Cast: John Abraham, Sonal Sehgal, Anaitha Nair, Farida Jalal, Girish Karnad
Director: Nagesh Kukunoor
There are many reasons why Aashayein is a difficult film to sit through, but chief among them is its misplaced sense of self-importance.
John Abraham lumbers through his scenes as chain-smoking gambler Rahul, who abandons his live-in girlfriend and takes off to a remote home for the terminally ill when he's diagnosed with lung cancer. There he smokes some more, befriends the assorted co-patients, and ultimately redeems himself when he sets out to fulfill their last wishes.
It's a formulaic, tried-and-tested plot that's inherently manipulative anyway, but director Nagesh Kukunoor weighs it down further with a tone of self-congratulatory smugness. An AIDS-afflicted ex-prostitute (played by our favourite screen-mummy Farida Jalal) is treated like a pariah by the other patients, until Rahul comes along and shows them the error of their ways. He reunites an older speech-impaired patient (played by Girish Karnad) with his estranged family; and softens a caustic teenage patient when he indulges her romantic fantasies.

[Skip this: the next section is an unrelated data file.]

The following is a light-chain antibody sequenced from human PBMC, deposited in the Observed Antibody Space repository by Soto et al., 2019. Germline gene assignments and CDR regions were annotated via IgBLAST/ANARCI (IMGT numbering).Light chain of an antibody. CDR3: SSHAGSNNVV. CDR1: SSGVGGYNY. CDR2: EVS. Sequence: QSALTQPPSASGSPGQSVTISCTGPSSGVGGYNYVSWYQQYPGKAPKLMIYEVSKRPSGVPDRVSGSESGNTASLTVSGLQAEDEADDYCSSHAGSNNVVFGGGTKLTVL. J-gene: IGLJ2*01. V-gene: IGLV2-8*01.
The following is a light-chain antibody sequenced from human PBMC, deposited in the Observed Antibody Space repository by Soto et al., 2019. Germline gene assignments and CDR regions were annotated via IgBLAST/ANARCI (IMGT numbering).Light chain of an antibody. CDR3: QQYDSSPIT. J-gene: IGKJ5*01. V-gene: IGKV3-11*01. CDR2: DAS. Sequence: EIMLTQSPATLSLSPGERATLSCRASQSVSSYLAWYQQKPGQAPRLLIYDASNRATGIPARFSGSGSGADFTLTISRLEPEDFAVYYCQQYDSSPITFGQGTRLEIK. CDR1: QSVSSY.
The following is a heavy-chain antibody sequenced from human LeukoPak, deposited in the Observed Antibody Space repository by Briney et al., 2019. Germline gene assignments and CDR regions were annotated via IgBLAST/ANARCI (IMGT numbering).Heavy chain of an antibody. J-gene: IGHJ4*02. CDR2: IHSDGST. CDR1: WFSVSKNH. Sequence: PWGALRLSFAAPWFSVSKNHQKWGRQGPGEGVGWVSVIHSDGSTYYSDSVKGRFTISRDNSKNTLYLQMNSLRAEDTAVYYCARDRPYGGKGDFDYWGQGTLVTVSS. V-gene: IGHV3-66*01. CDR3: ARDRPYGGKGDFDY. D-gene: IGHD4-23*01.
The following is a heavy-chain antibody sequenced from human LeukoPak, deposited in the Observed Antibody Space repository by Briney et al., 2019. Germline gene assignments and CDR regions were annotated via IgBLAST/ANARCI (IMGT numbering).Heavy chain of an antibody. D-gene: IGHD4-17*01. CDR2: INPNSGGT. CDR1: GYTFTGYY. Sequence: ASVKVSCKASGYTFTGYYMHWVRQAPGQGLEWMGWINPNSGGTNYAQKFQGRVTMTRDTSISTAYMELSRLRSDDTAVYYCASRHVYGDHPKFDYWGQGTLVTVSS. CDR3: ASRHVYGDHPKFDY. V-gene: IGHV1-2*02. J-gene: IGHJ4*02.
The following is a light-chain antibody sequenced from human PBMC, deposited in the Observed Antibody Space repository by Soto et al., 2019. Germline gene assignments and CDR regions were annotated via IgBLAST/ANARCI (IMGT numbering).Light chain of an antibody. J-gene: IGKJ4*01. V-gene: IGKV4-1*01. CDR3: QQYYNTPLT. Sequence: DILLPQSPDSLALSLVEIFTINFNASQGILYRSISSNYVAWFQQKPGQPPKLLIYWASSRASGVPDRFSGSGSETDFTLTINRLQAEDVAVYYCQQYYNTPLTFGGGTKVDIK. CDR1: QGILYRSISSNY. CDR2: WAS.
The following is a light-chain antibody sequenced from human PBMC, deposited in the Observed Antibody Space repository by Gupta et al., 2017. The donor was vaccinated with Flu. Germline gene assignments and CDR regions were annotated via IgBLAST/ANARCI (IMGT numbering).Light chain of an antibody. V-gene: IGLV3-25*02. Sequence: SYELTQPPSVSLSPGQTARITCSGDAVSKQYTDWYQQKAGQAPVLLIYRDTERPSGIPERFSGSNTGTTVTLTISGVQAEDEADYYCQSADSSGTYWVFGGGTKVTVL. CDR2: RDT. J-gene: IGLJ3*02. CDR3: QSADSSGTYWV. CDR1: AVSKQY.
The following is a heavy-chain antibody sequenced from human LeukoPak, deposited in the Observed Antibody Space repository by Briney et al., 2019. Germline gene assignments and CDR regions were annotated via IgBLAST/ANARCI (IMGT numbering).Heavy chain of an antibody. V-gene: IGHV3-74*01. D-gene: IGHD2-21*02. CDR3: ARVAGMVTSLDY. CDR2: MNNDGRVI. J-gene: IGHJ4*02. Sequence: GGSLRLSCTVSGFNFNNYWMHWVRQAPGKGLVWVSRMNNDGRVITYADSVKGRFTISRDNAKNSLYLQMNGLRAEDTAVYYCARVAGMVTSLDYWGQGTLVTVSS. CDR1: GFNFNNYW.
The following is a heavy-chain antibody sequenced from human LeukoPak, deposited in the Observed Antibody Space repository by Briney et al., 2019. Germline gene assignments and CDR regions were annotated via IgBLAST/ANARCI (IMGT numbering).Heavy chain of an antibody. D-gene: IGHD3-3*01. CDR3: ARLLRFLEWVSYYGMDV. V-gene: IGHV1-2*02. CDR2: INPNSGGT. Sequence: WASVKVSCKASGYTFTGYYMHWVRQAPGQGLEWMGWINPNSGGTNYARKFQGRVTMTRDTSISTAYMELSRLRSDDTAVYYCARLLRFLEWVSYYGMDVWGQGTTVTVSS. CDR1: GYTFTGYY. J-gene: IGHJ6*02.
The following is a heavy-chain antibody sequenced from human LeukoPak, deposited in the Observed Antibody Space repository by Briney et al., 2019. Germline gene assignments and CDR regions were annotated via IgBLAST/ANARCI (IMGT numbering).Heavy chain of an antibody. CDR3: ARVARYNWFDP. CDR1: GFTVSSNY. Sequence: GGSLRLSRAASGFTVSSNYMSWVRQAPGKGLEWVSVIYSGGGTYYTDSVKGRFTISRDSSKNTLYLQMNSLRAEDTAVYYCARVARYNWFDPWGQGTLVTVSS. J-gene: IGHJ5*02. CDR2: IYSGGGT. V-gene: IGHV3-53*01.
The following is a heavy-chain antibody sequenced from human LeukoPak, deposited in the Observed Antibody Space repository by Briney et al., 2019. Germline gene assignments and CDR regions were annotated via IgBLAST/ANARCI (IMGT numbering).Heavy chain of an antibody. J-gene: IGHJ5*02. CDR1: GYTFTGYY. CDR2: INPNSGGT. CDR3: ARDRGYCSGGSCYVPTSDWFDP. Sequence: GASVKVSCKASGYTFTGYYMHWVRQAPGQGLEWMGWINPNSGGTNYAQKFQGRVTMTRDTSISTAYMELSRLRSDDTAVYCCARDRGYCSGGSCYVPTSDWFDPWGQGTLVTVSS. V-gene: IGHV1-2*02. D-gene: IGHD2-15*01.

Aashayein as you can see, is the kind of film that's yelling out to its audience: "Look at me! Look what a noble, heartfelt film I am!"
The only character in this movie written flexibly enough for an actor to inject any personality into it is Padma, the wheelchair-bound teenager (played by Anaitha Nair) who has a knack of saying all the wrong things at the wrong time. In a film bursting with stereotypes and cardboard caricatures, she's the only flesh-and-blood character that rings true.
There's an interesting track involving Rahul's obsession with the cult film Raiders of the Lost Ark, but it's sadly overwritten and ends up becoming so ridiculous that you wish they'd never tried.
Unlike Kukunoor's earlier gem Iqbal - also a formulaic film but one that pushed all the right buttons - Aashayein is contrived and goes for emotional overkill instead of subtle humour. The film's pre-climax scene in which Rahul finally agrees to Padma's last wish is calculated to get those tear-ducts going. But it's so awkwardly performed and written that it comes off as laughably stupid and defeats its very purpose.
John Abraham's shoulders may be broad, but he can't seem to lift this sinking mess of a movie. He struggles through the emotional scenes, never really helped by Kukunoor's shoddy writing and ham-fisted direction.
I'm going with one-and-a-half out of five for Aashayein. Intended as a heart-felt story, it is in fact a serious test of your patience.
Rating: 1.5 / 5